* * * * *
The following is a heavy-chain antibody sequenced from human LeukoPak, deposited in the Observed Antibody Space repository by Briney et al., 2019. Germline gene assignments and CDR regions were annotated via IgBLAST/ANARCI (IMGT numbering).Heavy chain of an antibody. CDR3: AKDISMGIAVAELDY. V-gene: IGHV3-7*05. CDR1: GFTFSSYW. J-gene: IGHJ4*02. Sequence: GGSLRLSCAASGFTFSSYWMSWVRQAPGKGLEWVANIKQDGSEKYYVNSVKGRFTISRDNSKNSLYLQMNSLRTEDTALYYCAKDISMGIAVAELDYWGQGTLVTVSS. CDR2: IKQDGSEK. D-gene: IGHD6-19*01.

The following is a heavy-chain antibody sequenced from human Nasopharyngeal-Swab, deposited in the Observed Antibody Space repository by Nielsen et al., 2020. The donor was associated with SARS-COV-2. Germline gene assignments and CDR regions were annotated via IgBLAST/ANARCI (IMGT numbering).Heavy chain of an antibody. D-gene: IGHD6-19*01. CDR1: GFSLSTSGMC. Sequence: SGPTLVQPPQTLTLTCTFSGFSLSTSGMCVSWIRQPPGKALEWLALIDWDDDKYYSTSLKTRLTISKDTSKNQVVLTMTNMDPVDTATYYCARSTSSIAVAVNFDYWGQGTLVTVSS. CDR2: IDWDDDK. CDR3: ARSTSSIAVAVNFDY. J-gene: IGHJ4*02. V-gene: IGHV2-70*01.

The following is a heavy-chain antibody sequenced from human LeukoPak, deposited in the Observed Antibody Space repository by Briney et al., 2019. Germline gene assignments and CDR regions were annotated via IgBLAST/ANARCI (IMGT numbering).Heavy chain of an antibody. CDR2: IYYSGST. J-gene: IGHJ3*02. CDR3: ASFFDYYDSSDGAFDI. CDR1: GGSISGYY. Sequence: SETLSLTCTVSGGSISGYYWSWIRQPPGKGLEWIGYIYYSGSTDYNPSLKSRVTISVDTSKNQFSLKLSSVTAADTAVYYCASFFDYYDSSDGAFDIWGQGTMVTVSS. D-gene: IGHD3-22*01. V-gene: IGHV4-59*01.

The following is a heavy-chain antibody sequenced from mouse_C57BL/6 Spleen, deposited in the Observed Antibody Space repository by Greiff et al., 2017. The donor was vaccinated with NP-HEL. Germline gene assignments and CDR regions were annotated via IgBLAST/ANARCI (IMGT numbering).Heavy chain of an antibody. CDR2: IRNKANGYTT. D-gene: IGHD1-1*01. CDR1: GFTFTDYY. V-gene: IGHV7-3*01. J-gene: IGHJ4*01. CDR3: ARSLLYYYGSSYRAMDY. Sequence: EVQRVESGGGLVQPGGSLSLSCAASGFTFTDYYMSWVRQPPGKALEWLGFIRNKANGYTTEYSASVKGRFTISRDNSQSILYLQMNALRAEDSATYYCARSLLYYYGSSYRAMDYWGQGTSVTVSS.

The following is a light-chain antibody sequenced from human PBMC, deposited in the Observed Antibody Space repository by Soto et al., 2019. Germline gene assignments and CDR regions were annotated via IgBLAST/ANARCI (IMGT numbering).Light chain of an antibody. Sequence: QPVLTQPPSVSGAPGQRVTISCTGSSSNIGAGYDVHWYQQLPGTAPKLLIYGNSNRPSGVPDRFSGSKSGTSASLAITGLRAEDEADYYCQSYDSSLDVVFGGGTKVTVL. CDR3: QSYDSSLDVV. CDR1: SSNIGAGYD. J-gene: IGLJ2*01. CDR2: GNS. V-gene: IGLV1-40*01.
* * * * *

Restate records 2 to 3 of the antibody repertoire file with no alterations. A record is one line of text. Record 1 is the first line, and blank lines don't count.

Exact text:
The following is a heavy-chain antibody sequenced from human Nasopharyngeal-Swab, deposited in the Observed Antibody Space repository by Nielsen et al., 2020. The donor was associated with SARS-COV-2. Germline gene assignments and CDR regions were annotated via IgBLAST/ANARCI (IMGT numbering).Heavy chain of an antibody. D-gene: IGHD6-19*01. CDR1: GFSLSTSGMC. Sequence: SGPTLVQPPQTLTLTCTFSGFSLSTSGMCVSWIRQPPGKALEWLALIDWDDDKYYSTSLKTRLTISKDTSKNQVVLTMTNMDPVDTATYYCARSTSSIAVAVNFDYWGQGTLVTVSS. CDR2: IDWDDDK. CDR3: ARSTSSIAVAVNFDY. J-gene: IGHJ4*02. V-gene: IGHV2-70*01.

The following is a heavy-chain antibody sequenced from human LeukoPak, deposited in the Observed Antibody Space repository by Briney et al., 2019. Germline gene assignments and CDR regions were annotated via IgBLAST/ANARCI (IMGT numbering).Heavy chain of an antibody. CDR2: IYYSGST. J-gene: IGHJ3*02. CDR3: ASFFDYYDSSDGAFDI. CDR1: GGSISGYY. Sequence: SETLSLTCTVSGGSISGYYWSWIRQPPGKGLEWIGYIYYSGSTDYNPSLKSRVTISVDTSKNQFSLKLSSVTAADTAVYYCASFFDYYDSSDGAFDIWGQGTMVTVSS. D-gene: IGHD3-22*01. V-gene: IGHV4-59*01.